For Immediate Release
NYC EMERGENCY MANAGEMENT ISSUES TRAVEL ADVISORY FOR FRIDAY EVENING
Snow expected to cause slippery conditions during the evening commute
December 15, 2017
– The New York City Emergency Management Department today issued a travel advisory for Friday evening. The National Weather Service has issued a Winter Weather Advisory for New York City through 10 p.m. Friday. A total of 1 to 3 inches of snow is forecast, with locally higher amounts possible. Light snow is expected to develop Friday between 2 p.m. and 4 p.m., and is forecast to continue through the evening commute. Snow will taper off after 7 p.m., and is expected to end around midnight. A Winter Weather Advisory for snow means periods of snow will primarily cause travel difficulties. New Yorkers should prepare for snow covered roads, slippery conditions and possible limited visibilities, and are advised to exercise caution when driving, walking, or biking.
“We are expecting snow that can cause slippery road conditions during this evening’s rush,” said NYC Emergency Management Commissioner Joseph Esposito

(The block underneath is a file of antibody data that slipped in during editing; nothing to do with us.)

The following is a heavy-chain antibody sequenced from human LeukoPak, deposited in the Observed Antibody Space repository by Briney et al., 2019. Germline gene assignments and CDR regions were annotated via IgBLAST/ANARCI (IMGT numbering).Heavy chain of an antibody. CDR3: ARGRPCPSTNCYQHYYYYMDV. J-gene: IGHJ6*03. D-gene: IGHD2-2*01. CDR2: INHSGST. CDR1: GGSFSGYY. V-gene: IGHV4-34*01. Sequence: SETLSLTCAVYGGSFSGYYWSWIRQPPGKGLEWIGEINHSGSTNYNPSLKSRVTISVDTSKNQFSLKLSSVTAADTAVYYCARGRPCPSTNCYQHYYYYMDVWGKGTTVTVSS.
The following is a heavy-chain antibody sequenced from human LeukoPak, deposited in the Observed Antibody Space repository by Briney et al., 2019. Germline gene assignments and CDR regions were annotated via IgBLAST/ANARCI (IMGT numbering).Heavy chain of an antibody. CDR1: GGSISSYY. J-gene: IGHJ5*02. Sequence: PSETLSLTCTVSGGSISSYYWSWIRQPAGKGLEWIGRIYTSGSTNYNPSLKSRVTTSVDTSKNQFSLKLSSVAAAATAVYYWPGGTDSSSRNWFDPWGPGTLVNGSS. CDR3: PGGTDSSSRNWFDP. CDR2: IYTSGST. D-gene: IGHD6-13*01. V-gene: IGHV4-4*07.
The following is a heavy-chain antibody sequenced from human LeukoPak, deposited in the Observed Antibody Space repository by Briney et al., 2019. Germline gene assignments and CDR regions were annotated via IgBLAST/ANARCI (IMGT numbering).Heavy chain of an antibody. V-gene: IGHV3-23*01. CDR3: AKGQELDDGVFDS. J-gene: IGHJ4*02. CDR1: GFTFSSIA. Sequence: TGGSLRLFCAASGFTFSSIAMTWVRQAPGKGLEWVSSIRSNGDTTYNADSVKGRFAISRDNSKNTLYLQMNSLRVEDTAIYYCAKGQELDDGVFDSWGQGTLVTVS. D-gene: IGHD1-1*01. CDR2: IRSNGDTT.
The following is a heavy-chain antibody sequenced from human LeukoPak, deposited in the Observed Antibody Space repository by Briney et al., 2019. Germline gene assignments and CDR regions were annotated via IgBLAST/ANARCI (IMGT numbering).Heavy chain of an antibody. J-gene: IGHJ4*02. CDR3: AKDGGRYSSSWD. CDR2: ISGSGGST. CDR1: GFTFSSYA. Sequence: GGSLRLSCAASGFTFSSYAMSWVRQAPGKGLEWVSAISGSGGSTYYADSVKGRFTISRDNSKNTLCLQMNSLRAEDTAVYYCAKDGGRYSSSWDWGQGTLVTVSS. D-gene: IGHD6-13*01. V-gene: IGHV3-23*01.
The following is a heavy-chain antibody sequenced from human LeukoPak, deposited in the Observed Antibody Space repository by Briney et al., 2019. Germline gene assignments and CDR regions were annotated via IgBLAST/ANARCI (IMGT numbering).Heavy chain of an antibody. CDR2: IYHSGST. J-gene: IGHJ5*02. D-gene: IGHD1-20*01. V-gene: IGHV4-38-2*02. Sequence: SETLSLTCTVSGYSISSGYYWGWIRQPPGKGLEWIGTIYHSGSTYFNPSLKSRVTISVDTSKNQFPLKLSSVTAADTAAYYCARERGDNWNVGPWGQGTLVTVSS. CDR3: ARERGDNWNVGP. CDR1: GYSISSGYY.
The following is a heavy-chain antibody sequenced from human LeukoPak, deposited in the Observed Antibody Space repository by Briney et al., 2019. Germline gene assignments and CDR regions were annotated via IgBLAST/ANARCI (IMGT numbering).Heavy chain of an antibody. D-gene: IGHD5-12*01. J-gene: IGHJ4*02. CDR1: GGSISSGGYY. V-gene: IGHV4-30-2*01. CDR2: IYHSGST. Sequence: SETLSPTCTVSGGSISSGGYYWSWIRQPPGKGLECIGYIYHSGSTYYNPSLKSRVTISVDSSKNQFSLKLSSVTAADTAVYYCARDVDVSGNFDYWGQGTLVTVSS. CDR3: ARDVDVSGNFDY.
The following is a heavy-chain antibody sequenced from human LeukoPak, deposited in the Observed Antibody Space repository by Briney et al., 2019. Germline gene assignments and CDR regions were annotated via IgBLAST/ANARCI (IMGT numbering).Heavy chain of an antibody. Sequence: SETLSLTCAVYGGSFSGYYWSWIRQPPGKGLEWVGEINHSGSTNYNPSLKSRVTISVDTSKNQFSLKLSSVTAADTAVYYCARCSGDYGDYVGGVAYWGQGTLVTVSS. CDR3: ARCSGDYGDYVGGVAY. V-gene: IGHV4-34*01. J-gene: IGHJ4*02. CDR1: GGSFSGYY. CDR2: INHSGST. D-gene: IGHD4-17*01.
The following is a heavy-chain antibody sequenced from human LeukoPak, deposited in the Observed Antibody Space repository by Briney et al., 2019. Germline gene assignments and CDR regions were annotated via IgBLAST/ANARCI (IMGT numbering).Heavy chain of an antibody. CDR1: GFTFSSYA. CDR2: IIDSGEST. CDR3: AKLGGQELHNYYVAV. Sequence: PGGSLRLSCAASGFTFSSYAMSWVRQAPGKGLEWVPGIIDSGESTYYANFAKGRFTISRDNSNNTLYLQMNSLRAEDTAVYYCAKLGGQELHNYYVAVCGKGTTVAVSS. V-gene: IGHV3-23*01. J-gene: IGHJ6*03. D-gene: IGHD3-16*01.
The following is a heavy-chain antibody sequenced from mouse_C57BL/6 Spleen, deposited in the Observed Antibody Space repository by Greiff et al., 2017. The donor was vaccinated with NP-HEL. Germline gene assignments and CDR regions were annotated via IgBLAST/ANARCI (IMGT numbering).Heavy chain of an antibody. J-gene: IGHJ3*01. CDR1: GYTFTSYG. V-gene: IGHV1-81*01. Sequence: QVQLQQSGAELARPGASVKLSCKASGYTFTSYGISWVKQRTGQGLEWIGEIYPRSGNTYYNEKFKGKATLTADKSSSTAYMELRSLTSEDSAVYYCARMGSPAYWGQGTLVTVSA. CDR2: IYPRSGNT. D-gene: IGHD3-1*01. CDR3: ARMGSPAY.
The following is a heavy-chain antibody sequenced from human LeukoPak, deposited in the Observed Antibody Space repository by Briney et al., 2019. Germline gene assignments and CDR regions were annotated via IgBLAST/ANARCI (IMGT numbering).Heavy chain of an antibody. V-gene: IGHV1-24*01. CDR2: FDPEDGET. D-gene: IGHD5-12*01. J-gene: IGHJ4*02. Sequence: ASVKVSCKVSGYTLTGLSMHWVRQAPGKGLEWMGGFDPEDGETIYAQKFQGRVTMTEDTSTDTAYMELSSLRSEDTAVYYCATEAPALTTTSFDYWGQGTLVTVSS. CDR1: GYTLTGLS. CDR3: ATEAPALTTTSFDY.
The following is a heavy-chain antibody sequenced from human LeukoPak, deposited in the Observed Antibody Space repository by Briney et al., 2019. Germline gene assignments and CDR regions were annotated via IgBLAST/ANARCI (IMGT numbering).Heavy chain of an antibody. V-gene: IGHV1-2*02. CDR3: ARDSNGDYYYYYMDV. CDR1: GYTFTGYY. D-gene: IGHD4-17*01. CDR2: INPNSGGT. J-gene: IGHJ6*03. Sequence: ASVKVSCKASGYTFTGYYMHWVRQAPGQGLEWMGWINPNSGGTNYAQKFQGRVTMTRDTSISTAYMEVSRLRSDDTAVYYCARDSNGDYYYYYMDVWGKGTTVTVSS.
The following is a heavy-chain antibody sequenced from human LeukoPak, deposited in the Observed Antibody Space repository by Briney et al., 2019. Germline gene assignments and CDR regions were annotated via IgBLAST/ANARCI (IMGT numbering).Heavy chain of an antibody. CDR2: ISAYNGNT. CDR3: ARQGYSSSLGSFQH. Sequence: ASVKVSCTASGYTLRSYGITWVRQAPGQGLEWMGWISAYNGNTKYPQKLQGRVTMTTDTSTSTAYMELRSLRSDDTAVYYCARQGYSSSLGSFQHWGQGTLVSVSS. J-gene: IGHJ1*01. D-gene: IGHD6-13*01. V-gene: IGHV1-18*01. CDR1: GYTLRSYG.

. “Take it slowly during the evening commute home and allow for extra travel time.”
NYC Emergency Management also advised New Yorkers to prepare for cold temperatures, as the arctic air continues into the weekend. Temperatures remain below freezing Friday night, hovering around the upper 20s, with wind chill values between 15 and 20 degrees. Temperatures are forecast to return above freezing Saturday, with highs in the upper 30s, but strong winds will cause wind chill values to remain in the 20s. Winds Saturday are expected to be between 15 mph to 20 mph, with gusts up to 30 mph. Saturday night temperatures and wind chill values are expected to be in the 20s. Temperatures increase above freezing Sunday, with highs near 40 degrees.
Cold weather can cause or worsen health problems. Certain individuals, including the unsheltered homeless, people with disabilities and those with access and functional needs are at an increased risk for injuries, illness or death. Others at an increased risk also include people who drink heavily or use drugs and become incapacitated outdoors, or those who live in homes without heat, and:
- Are 65 years of age or older.
- Are infants.
- Have certain medical conditions such as heart or lung disease, high blood pressure, diabetes.
- Have serious mental health conditions or developmental disabilities.
- Have disabilities or access and functional needs (e.g. limited mobility, trouble leaving home).
New Yorkers are also encouraged to check on neighbors, friends, and relatives. Please take the following precautions:Safety TipsFor Motorists
- Drive slowly. Vehicles take longer to stop on snow and ice than on dry pavement.